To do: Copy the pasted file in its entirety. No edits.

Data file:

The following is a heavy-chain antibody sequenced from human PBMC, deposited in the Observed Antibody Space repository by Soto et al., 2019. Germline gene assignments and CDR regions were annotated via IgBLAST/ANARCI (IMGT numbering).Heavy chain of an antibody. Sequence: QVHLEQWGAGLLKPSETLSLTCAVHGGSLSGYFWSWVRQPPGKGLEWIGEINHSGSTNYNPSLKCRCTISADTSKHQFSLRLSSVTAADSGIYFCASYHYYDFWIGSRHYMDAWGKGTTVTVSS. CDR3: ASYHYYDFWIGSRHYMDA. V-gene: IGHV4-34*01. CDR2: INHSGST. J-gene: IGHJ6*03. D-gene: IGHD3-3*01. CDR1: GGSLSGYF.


The following is a heavy-chain antibody sequenced from human PBMC, deposited in the Observed Antibody Space repository by Soto et al., 2019. Germline gene assignments and CDR regions were annotated via IgBLAST/ANARCI (IMGT numbering).Heavy chain of an antibody. Sequence: QVHLEQWGAGLLKPSETLSLTCAVHGGSLSGYFWSWVRQPPGKGLEWIGEINHSGSTNYNPSLKCRCTISADTSKHQFSLRLSSVTAADSGIYFCASYHYYDFWIGSRHYMDAWGKGTTVTVSS. CDR3: ASYHYYDFWIGSRHYMDA. V-gene: IGHV4-34*01. CDR2: INHSGST. J-gene: IGHJ6*03. D-gene: IGHD3-3*01. CDR1: GGSLSGYF.